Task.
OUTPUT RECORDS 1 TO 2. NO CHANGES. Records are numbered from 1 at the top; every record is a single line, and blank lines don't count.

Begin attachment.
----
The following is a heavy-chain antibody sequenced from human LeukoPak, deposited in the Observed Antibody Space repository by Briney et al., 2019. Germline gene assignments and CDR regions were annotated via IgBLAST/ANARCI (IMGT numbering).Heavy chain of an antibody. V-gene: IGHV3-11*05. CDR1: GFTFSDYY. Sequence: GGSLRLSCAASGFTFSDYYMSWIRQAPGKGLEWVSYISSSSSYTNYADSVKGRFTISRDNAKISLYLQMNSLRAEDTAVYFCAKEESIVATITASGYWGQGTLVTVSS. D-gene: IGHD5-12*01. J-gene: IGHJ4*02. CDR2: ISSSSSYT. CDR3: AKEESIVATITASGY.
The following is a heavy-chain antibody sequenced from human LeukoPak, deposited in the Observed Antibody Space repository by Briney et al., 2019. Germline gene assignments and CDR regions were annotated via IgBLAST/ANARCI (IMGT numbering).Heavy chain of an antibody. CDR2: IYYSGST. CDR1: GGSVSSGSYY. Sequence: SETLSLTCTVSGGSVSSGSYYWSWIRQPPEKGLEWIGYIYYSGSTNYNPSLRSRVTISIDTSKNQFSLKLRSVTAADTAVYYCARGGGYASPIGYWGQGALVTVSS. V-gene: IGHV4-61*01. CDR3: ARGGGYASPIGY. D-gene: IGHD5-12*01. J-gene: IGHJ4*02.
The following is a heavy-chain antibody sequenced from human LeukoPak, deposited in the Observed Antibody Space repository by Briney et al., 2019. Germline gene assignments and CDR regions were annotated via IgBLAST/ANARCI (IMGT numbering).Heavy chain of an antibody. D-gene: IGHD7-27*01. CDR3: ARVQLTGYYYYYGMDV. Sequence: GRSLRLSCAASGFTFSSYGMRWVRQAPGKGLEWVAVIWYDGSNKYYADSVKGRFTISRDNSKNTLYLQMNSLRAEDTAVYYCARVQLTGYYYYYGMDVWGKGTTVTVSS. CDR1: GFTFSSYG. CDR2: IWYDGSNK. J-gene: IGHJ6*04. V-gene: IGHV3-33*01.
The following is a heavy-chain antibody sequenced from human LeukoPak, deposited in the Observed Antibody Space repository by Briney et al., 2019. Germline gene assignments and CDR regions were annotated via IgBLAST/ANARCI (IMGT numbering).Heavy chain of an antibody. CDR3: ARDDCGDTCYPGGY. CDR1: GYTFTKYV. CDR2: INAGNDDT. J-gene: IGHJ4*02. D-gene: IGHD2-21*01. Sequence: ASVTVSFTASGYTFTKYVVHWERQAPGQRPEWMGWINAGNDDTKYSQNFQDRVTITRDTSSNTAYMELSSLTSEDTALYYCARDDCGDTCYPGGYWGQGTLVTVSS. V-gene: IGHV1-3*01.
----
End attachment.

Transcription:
The following is a heavy-chain antibody sequenced from human LeukoPak, deposited in the Observed Antibody Space repository by Briney et al., 2019. Germline gene assignments and CDR regions were annotated via IgBLAST/ANARCI (IMGT numbering).Heavy chain of an antibody. V-gene: IGHV3-11*05. CDR1: GFTFSDYY. Sequence: GGSLRLSCAASGFTFSDYYMSWIRQAPGKGLEWVSYISSSSSYTNYADSVKGRFTISRDNAKISLYLQMNSLRAEDTAVYFCAKEESIVATITASGYWGQGTLVTVSS. D-gene: IGHD5-12*01. J-gene: IGHJ4*02. CDR2: ISSSSSYT. CDR3: AKEESIVATITASGY.
The following is a heavy-chain antibody sequenced from human LeukoPak, deposited in the Observed Antibody Space repository by Briney et al., 2019. Germline gene assignments and CDR regions were annotated via IgBLAST/ANARCI (IMGT numbering).Heavy chain of an antibody. CDR2: IYYSGST. CDR1: GGSVSSGSYY. Sequence: SETLSLTCTVSGGSVSSGSYYWSWIRQPPEKGLEWIGYIYYSGSTNYNPSLRSRVTISIDTSKNQFSLKLRSVTAADTAVYYCARGGGYASPIGYWGQGALVTVSS. V-gene: IGHV4-61*01. CDR3: ARGGGYASPIGY. D-gene: IGHD5-12*01. J-gene: IGHJ4*02.